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Splitter's absence will be felt against spate of elite Western bigs

The news on Splitter is that there's no news, and that's bad news.

Chris Covatta

It goes without saying that the Spurs missed Tim Duncan and Manu Ginobili Thursday night in their blowout loss to Houston, but what got less play from the national media is that Tiago Splitter's absence was almost as critical, particularly against that club, where Dwight Howard completely dominated his matchup with the over-matched Aron Baynes.

In fact, an angle most of the talking heads missed when they were complaining about the Spurs resting their stars is that coach Gregg Popovich probably felt compelled to do it once Splitter and swingman Marco Belinelli went down against the Hawks on Wednesday. Most coaches would respond to injuries to their role players by pushing the starters for extra minutes, back-to-backs be damned. Pop's modus operandi is to go 180 degrees the other way. With Splitter and Belinelli out for a while, it's even more imperative to protect Duncan and Ginobili, to reduce the risk of them going hurt, and the best way to be proactive against that kind of thing is to not play them in a back-to-back.

Anyway, Splitter has long been one of the league's most underrated rim protectors for the simple fact that he doesn't actually block all that many shots, but his length (or "verticality") and ability to move laterally stymies plenty of those pick-and-rolls and lobs at the rim. Splitter's able to hedge out to the high paint to cut off the guard's lob angle and recover in time to negate the roller as well. He was definitely missed against Houston, and he'll continue to be missed for these upcoming games against the Pelicans at home and the Clippers, Warriors and Kings on the road.

Popovich revealed that Splitter has not yet had his visit with a specialist for his chronic calf problem that may or may not be related to a nerve issue originating from his lower back. He also said that Splitter would be on the plane with the rest of the team, but that's he's already "out," for all the games.

[UPDATE: Mike Monroe of the Express-News got the scoop from Splitter himself. He's going to see a back specialist in Los Angeles on Monday and the team's doctors think the problem has to do with a inflamed disc that a post-game MRI on Wednesday revealed. From Monroe's story: ]

"They found a little inflammation in a disc," Splitter said before Saturday's tipoff against the Pelicans at AT&T Center. "Nothing like a hernia or anything like that. It's not a sciatic problem. But it's something that gives me more tension in the nerve of the calf and gives me these problems. We don't know if it is a problem in the calf or the back. It's complicated.

"We're going to see a back specialist and see what he says about it and see what he suggests to do."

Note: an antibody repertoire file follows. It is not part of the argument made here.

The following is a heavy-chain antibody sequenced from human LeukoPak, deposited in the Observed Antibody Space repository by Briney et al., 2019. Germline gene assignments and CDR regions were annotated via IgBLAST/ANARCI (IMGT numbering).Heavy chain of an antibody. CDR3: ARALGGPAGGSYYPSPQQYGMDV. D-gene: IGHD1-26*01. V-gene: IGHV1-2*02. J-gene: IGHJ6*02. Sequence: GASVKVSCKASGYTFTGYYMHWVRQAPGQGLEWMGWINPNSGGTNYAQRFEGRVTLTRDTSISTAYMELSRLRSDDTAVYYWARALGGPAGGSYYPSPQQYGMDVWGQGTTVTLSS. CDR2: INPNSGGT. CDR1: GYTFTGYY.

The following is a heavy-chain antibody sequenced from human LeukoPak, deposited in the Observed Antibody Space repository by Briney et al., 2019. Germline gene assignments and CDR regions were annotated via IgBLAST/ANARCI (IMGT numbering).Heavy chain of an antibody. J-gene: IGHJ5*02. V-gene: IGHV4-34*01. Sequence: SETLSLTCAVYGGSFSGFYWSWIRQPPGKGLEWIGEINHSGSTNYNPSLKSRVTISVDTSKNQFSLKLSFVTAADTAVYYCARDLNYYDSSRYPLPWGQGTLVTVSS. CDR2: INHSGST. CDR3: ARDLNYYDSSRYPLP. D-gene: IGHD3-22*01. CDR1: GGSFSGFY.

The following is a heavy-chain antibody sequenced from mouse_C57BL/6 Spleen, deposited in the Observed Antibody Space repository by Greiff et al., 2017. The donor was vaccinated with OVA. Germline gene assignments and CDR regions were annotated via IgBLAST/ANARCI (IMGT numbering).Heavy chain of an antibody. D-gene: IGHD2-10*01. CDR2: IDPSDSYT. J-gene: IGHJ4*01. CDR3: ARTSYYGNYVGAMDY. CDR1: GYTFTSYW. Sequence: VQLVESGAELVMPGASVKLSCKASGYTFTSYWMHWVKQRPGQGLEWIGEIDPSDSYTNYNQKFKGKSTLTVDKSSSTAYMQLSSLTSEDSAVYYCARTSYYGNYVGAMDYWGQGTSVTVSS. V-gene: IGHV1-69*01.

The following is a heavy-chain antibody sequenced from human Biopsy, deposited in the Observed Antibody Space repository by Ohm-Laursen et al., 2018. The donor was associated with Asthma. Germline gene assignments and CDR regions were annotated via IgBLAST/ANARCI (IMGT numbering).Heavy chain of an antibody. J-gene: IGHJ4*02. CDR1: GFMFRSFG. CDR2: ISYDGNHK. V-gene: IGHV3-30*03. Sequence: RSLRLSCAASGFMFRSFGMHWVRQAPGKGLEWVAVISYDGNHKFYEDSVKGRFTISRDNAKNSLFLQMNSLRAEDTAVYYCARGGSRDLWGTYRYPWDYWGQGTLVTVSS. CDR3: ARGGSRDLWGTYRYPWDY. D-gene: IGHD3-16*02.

That news aside, Pop was expansive on a number of topics. He was pleased that the Pelicans organization has been patient with coach Monty Williams, and for that matter General Manager Dell Demps, both of whom, of course, have ties to the Spurs.

When asked if he had any advice for his protege, Pop offered that Williams is "an all-around class act," who "knows the business," before settling on the one thing he'd change. "If anything he's learned that sometimes you can't control everything that's going to happen and you just do the best job you can and that other people also have to participate in their recovery or improvement and that kind of thing. And he understands that he's a large part of what goes on as the head coach but at the same time he can't beat himself up if certain things go awry now and then. It takes a lot of pieces, a lot of parts to make things work and I think in general I'd like him not being so hard on himself."

He didn't expound on that, but reading between the lines, it sure sounded to me that Pop was referring mostly to the injury problems the Pelicans have had the past couple of seasons but also that he's less than blown away by some of the personnel moves they've made to complement Anthony Davis. To be clear, that's speculation on my part.

One move that most of us basketball nerds, including Pop, have signed off on in a major way is the team's acquisition of Turkish big man Omer Asik. How does Asik change Davis' game, coach?

"Even though Anthony is still doing a fantastic job on the board obviously it does take some pressure off of him defensively, board-wise, Asik takes up a lot of space," Popovich explained. "He's good at the offensive end too, he's a good solid player, he gives them everything Tiago gives us, actually, so I think it's a huge addition to have that kind of a base, the middle taken care of the way he can do it, so he's a fantastic addition to that team."

Finally, Pop was asked if there's any way to defend against the lob play that the Rockets victimized them with so often to Howard. Davis is just as big of a threat to rain down destruction from above, if not more so.

"Jump higher," the coach said, with a sneer. "Come up with a brand new pick-and-roll defense that nobody's ever seen before, and if somebody figured that out the scores would be 12 to 8. It wouldn't be a 102 to 94 or that sort of thing. People are going to score in this league because they're too good."

Well, did the fact that they just played Houston at least help them prepare for the Pelicans?

"Not really. We'll still jump the same height we did against Houston," Pop said.

Okay then. Sounds like it'd be a good time for the fellas to shoot it straight from the outside.